Language Selection

English French German Italian Portuguese Spanish

Government Department Ditches Windows, Moves to PCLinuxOS

Filed under
PCLOS

The Department of Social Welfare and Development (DSWD) has successfully completed User's Training on Free open Source System (FOSS) and PC Linux to equip its staff and employees in Bicol the basic features of PCLinuxOS.

The training was conducted in three batches with the 1st batch conducted on March 19-24; batch 2 on March 26-30; and 3rd batch completed on April 1-17.

According to DSWD Bicol regional director Jim Rebustillo, the DSWD is the first government agency in Bicol to shift from WindowsOS to Open-source Software. Open-source software is a computer software whose source code is available under a copyright license that permits users to study, change and improve the software and to redistribute it in modified or unmodified form.

It is the most prominent example of open source development. The training included introduction to Open Source and installation of PCLinuxOS; Using OpenOffice.org Writer, Using OpenOffice.org Calc and Using OpenOffice.org Impress. A workshop on its features was the final activity completed by the participants on the final day of the training program.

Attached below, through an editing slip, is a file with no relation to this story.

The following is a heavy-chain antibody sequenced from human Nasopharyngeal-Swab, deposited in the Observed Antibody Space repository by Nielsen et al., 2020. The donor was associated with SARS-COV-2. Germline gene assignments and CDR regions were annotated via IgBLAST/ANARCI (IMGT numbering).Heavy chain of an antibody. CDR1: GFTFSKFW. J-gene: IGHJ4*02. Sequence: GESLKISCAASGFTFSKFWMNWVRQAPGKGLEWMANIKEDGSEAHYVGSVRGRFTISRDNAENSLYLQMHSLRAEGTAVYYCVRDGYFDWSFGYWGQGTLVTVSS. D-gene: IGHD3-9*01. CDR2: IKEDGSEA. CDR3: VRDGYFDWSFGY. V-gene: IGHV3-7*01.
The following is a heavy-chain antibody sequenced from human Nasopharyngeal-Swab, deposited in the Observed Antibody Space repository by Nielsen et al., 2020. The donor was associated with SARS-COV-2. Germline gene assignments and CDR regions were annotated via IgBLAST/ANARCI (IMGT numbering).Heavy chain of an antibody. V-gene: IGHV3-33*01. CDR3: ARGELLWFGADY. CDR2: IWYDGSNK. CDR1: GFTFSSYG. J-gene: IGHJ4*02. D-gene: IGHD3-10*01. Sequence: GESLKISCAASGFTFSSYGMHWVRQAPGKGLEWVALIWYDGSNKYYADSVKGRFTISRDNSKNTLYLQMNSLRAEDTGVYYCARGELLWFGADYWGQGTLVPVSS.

With the users training completed, the department is now ready to its full migration from WindowsOS to PCLinuxOS.

Full Story.



More in Tux Machines

Canonical Releases Snapcraft 2.12 Snaps Creator with New Parts Ecosystem, More

Today, June 29, 2016, Canonical has had the great pleasure of announcing the release of the highly anticipated Snapcraft 2.12 Snappy creator tool for the Ubuntu Linux operating system. Read more

AMDGPU-PRO Driver 16.30 Officially Released with Support for Ubuntu 16.04 LTS

Today, June 29, 2016, AMD released the final version of the AMDGPU-Pro 16.30 graphics driver for GNU/Linux operating systems, bringing support for new technologies like the Vulkan API. Read more

Red Hat News

Peppermint 7 Released

Peppermint 7 launched a few days ago. Peppermint is a lightweight Ubuntu-based Linux distribution with an emphasis on speed and simplicity. Although the name is similar to Linux Mint, the projects aren't directly related. Peppermint originally was envisioned as a "spicier" alternative to Mint—whatever that means! Many distros come with a wide assortment of feature-rich applications, and that's great for power users who need those apps. But older machines can struggle to cope with those demanding distros. Peppermint solves the problem by offering a carefully curated suite of web apps that perform tasks traditionally handled by native apps. It's an approach that will be familiar to any Chromebook users reading this article. Read more